Happy Diwali from The Asian Today!


May You Have a Blessed and Prosperous Festival of Light

Diwali is considered a celebration of light triumphing over darkness. Held largely by Hindu, Sikh, and Jain communities the festival honours the positive aspects of life such as joy, love, forgiveness, light and knowledge. Although it has long been celebrated in Great Britain, what is Diwali like on the world stage? Countries such as Guyana, Fiji, Malaysia, Indonesia, Japan, Australia and the US all have their own variations on the joyous period. With Diwali fast approaching The Asian Today will look at how different countries laud the Festival of Light.

Trinidad and Tobago

Diwali is considered a national holiday in Trinidad and Tobago, 43% of the population on the twin island state is ethnic Indians therefore Hindu celebrations are an integral part of the island’s tradition. Even government ministers participate in the celebrations. Residents can expect to gaze upon beautiful diyas (clay lamps) lit outdoors creating a dazzling display of light. They are normally held on bamboo sticks bent into various designs such as animals or flowers, a Trinidad custom. The area of Felicity, Chaguanas for instance is adorned with streamers and decorations to mark the auspicious day. The public will get into the festive mood and wear traditional Indian attire: Saris for the women, kurtas for the men and children dressed in shalwars or ghararas.


Known as Lam Kriyongh in Thailand, Diwali is actually intertwined into the country’s history. The story of Lord Rama defeating the demon King Lanka is rooted in Thai culture hence many of the customs of the day mirror that of traditional Indian practices. Diyas are made of Banana leaves and completed with candles, a coin and incense. They are then set afloat on a river like tiny illuminated boats creating a magical view on the water. People then exchange sweets and greetings. In Thailand emphasis on the day is laid on good will rather than extravagance.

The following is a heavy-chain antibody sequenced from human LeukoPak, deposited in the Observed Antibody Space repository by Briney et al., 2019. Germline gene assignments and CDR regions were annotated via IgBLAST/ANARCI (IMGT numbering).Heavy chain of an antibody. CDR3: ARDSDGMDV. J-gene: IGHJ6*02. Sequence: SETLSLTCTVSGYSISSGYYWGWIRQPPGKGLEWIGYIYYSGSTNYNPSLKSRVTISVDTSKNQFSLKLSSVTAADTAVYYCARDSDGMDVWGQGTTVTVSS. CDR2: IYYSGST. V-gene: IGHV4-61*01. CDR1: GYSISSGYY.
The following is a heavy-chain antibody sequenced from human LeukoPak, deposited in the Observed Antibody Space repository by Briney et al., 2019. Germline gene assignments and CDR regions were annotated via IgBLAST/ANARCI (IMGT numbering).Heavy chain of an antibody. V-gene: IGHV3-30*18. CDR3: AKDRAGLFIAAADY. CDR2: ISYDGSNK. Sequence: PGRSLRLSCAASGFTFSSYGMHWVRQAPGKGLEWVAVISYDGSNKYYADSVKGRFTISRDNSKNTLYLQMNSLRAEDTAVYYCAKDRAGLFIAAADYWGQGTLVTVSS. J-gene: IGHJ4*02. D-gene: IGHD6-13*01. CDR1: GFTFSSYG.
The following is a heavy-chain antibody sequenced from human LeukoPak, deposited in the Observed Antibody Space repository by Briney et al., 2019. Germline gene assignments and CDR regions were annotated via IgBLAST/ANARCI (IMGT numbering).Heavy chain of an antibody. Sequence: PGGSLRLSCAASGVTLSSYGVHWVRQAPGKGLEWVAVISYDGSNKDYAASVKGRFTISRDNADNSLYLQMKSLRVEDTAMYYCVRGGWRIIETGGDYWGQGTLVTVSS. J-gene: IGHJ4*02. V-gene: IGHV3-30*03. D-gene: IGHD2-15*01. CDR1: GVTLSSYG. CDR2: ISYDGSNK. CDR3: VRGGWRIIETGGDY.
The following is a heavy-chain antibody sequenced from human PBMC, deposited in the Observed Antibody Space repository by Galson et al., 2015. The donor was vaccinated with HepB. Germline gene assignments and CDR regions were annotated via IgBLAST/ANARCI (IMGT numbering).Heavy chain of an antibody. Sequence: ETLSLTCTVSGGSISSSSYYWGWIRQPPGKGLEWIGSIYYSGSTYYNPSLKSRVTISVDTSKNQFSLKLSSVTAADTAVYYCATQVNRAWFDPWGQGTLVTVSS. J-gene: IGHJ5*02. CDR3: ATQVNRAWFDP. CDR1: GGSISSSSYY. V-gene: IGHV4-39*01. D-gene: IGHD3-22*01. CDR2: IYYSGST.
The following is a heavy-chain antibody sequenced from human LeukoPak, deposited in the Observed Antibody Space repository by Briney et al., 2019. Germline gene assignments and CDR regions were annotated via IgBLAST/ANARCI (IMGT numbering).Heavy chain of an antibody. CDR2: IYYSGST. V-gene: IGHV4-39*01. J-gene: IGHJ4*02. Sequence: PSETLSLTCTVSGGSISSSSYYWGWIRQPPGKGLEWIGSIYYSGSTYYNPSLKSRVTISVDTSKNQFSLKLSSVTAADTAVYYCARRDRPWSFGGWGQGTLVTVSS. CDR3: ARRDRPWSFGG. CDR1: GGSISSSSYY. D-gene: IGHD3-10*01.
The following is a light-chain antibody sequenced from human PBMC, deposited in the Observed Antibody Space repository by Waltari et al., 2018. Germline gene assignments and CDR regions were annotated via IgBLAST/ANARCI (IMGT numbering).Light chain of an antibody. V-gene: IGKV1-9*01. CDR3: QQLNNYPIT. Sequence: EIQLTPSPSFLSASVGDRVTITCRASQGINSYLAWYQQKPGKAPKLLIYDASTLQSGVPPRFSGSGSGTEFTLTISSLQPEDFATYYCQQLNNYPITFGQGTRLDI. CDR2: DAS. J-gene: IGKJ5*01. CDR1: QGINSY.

On the Northern coast of South America, the state of Guyana turns the festival of light into a beautiful and eye catching spectacle. The cities twinkle in the night with hundreds of diyas and fairy lights beautifully decorated around homes. Some families will perform the auspicious Puja prayer normally on the third day of Diwali, where reverence is paid to the goddess of wealth, Lakshmi. Residents will thoroughly clean their homes and decorate them with small oil lamps, candles and trays of sweets. This effort of devotion is to receive blessings and prosperity; it is believed that the happier Lakshmi is with the home she visits the more she will bless the inhabitants with riches and good health.

The absolute highlight of the celebration however is the annual grand Diwali Motorcade. The parade consists of spectacular floats in various shapes such as horses, ships and lotus flowers. It is an explosion of light and colour with thousands of fairy lights manipulated and shaped into Hindu gods and goddesses. There is even a competition where the best float is chosen by a panel of judges based on reactions from the crowd and technical achievements with the structure. The key goal of this elaborate observance is the preservation of Indian culture. Guyana, a former British colony, first welcomed Indian immigrants in 1838. Many Guyanese-Indians were forced to give up speaking Hindi and even their Hindu religion as an English identity was integral to finding employment. The ensuing result of this was that Indian culture slowly began to fade away in Guyana. Hence the passionate endeavours of the Guyanese public to honour the festival and maintain the Indian identity.


Like Guyana, France also uses Diwali as a platform to showcase and preserve Indian culture. The Maison de l’Inde (House of India) for instance, situated in the serene and beautiful part of Southern Paris, serves this purpose. The centre is seen as a symbol of integration. In co-operation with the Indian government the centre aims to promote equality, justice and freedom between France and India. It is only natural then that the centre holds a Diwali celebration to contribute to this effort. The centre holds activities with a more modern twist including classical and modern dancing, instrumental music, singing, fireworks and a large banquet.

The Paris India Connection similarly builds bridges between French and Indian culture. The organisation is a social network of sorts where people can share and exchange ideas on culture, business, food and events. Cultural celebrations are at the heart of the organisation’s aims with the observance of Diwali. You can sample traditional Indian cuisine such as Samosas, royal vegetarian Biriyani and lovely cool Barfi. The dance floor is then set for a Bollywood party where people from a range of backgrounds are welcome. There is even the traditional Lakshmi puja, firecarckers, ghee dripping sweets and the gathering of friendly faces.